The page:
When we substitute t=0, all the higher powers of t cancel out, giving:

Some of us may have found it really hard to keep up with this derivation. Don’t worry! It’s enough if we just understand the essence i.e., how to use MGFs to find the different moments for different distributions. If you are really keen on understanding the derivation, read it once more and remember that:

1. The powers of X lesser than n (i.e., E(X^{1}), E(X^{2}), …, E(X^{(n-1)})) are removed while differentiating the expression of e^{tX} n times (as they become constants).

2. The powers of X more than n (i.e., E(X^{(n+1)}), E(X^{(n+2)}), …) are removed when we substitute t=0.

Thus, we’ll be left with E(X^{n}), which proves our initial equation. Now we’ll understand a few basic properties of MGFs.

Let X be a random variable whose MGF is known to be M_{x}(t). Suppose we have to find the MGF of a random variable Y, which is a linear transformation of X i.e., Y = αX + β. Then,

Since e^{t}^{β} is constant, we can take it out of the expectation, giving us the following equation:

Finally, we once again remember that t is simply a constant whose value has no correlation with X. Thus, we can consider the entire product ‘tα’ as the new constant giving us:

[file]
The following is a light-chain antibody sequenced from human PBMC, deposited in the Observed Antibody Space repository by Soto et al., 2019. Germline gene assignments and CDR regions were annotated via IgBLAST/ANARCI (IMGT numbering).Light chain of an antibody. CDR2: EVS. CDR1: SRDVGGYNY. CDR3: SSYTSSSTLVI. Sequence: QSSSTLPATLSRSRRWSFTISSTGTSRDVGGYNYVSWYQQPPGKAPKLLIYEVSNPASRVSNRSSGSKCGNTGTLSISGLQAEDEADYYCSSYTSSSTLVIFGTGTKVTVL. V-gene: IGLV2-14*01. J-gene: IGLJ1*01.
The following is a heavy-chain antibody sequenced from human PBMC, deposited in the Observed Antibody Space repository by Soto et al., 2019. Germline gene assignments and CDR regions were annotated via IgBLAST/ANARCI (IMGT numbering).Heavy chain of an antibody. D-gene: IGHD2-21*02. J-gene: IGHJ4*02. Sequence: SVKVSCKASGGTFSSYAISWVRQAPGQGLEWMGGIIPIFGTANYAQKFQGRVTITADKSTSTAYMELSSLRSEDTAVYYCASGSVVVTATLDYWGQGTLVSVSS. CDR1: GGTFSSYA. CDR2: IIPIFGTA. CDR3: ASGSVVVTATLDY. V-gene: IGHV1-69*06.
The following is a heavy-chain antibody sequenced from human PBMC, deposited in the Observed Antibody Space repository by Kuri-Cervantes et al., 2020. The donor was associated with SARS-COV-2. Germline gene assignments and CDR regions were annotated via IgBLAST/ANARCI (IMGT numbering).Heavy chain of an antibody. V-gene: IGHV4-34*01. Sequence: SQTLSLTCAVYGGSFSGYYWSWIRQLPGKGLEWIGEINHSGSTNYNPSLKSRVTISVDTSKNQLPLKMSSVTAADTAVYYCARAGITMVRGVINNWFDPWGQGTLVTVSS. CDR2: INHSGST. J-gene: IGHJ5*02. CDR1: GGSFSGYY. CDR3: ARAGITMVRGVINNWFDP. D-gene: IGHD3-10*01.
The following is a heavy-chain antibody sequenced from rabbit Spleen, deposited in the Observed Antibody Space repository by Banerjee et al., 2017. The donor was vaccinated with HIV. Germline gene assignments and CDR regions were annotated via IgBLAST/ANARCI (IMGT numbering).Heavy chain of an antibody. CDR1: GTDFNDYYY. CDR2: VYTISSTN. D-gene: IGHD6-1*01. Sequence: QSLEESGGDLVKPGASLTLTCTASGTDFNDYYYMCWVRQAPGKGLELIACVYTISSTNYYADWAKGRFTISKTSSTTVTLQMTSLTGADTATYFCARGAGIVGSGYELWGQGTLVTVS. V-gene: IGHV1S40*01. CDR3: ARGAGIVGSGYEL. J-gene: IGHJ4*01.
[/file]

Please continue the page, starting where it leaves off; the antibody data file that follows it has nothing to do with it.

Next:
Let X_{1}, X_{2}, …, X_{n} be independent random variables whose MGFs are known to be M_{x1}(t), M_{x2}(t), …, M_{xn}(t). Suppose we have to find the MGF of a random variable Y, which is a linear combination of X_{1}, X_{2}, …, X_{n} i.e., Y = α_{1}X_{1} + α_{2}X_{2} + … + α_{n}X_{n} + β. Following the same procedure as above, we get:

By the property of independence, we can separate the various terms:

More specifically, if Y is the sum of independent random variables, then the MGF of Y is the product of the MGFs of those random variable i.e., if Y = X_{1} + X_{2} + … + X_{n}

If X and Y are two random variables having the same MGF, thein their CDF is also the same i.e., their distributions are the same. Mathematically,

Here, we’ll calculate the MGF & use it to derive the first moment of certain special distributions- Bernoulli, Binomial, Exponential, and Normal distribution.

Bernoulli distribution is a discrete distribution having two possible outcomes- 1 (success) with a probability p & 0 (failure) with probability (1-p). The PMF of a Bernoulli distribution is defined as: